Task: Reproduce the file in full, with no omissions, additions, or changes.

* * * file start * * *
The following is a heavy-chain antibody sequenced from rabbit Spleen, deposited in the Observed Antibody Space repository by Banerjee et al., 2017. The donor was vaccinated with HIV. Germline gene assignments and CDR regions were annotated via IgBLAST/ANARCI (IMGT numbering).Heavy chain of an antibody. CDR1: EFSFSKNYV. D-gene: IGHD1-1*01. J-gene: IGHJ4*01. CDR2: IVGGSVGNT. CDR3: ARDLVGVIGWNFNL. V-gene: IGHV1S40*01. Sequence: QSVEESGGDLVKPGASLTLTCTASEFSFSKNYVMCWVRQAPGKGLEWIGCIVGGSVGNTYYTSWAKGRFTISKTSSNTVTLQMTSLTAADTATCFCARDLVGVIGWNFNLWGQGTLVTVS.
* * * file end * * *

The following is a heavy-chain antibody sequenced from rabbit Spleen, deposited in the Observed Antibody Space repository by Banerjee et al., 2017. The donor was vaccinated with HIV. Germline gene assignments and CDR regions were annotated via IgBLAST/ANARCI (IMGT numbering).Heavy chain of an antibody. CDR1: EFSFSKNYV. D-gene: IGHD1-1*01. J-gene: IGHJ4*01. CDR2: IVGGSVGNT. CDR3: ARDLVGVIGWNFNL. V-gene: IGHV1S40*01. Sequence: QSVEESGGDLVKPGASLTLTCTASEFSFSKNYVMCWVRQAPGKGLEWIGCIVGGSVGNTYYTSWAKGRFTISKTSSNTVTLQMTSLTAADTATCFCARDLVGVIGWNFNLWGQGTLVTVS.